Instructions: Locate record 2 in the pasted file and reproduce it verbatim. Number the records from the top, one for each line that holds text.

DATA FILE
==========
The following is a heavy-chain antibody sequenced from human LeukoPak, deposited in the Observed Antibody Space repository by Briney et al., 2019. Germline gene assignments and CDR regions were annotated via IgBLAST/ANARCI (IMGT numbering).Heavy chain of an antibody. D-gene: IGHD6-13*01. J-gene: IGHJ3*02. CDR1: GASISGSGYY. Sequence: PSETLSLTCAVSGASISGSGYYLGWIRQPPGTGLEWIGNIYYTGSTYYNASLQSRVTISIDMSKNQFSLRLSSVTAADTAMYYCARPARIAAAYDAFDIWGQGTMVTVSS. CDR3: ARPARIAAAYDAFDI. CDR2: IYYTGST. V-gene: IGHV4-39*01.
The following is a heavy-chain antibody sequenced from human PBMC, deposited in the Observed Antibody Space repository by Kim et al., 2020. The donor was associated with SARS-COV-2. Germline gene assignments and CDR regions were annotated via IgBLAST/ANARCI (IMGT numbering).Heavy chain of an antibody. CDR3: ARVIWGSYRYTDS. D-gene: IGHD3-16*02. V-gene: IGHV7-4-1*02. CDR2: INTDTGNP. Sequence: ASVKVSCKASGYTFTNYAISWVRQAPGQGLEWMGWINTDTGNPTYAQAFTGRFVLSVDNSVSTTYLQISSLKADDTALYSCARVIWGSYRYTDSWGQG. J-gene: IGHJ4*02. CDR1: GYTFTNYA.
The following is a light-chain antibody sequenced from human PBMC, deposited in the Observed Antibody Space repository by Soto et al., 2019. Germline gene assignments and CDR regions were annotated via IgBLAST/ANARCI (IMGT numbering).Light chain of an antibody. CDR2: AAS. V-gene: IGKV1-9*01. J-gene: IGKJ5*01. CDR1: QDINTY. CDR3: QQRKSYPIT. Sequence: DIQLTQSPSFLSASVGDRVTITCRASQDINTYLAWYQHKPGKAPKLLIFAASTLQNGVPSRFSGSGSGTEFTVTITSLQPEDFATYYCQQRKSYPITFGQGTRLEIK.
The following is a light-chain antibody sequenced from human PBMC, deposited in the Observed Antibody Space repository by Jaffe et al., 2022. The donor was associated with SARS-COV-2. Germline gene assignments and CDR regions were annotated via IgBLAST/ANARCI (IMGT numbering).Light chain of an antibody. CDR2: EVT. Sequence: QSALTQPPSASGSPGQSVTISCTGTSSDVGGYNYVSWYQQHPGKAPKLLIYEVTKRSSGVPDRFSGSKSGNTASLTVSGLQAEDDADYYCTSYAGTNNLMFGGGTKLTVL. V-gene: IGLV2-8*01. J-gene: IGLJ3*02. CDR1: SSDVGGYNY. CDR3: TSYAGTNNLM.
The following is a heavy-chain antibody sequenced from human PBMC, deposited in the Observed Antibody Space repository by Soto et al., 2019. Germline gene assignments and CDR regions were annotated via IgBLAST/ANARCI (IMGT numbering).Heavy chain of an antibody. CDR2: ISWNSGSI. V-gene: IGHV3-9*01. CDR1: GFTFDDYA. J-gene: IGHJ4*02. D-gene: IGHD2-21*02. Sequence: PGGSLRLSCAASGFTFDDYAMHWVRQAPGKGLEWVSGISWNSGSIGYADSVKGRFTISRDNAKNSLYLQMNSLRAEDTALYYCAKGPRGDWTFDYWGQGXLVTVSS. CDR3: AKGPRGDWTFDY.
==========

The following is a heavy-chain antibody sequenced from human PBMC, deposited in the Observed Antibody Space repository by Kim et al., 2020. The donor was associated with SARS-COV-2. Germline gene assignments and CDR regions were annotated via IgBLAST/ANARCI (IMGT numbering).Heavy chain of an antibody. CDR3: ARVIWGSYRYTDS. D-gene: IGHD3-16*02. V-gene: IGHV7-4-1*02. CDR2: INTDTGNP. Sequence: ASVKVSCKASGYTFTNYAISWVRQAPGQGLEWMGWINTDTGNPTYAQAFTGRFVLSVDNSVSTTYLQISSLKADDTALYSCARVIWGSYRYTDSWGQG. J-gene: IGHJ4*02. CDR1: GYTFTNYA.